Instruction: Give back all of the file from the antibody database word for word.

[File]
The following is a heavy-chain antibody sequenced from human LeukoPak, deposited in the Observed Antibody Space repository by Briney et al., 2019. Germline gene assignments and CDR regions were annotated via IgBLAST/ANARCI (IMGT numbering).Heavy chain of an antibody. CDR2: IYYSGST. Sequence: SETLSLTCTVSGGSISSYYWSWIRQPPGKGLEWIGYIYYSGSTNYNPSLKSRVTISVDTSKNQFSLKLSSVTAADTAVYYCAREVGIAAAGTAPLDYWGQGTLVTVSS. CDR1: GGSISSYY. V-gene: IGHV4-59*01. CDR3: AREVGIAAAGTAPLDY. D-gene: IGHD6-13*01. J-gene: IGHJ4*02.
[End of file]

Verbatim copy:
The following is a heavy-chain antibody sequenced from human LeukoPak, deposited in the Observed Antibody Space repository by Briney et al., 2019. Germline gene assignments and CDR regions were annotated via IgBLAST/ANARCI (IMGT numbering).Heavy chain of an antibody. CDR2: IYYSGST. Sequence: SETLSLTCTVSGGSISSYYWSWIRQPPGKGLEWIGYIYYSGSTNYNPSLKSRVTISVDTSKNQFSLKLSSVTAADTAVYYCAREVGIAAAGTAPLDYWGQGTLVTVSS. CDR1: GGSISSYY. V-gene: IGHV4-59*01. CDR3: AREVGIAAAGTAPLDY. D-gene: IGHD6-13*01. J-gene: IGHJ4*02.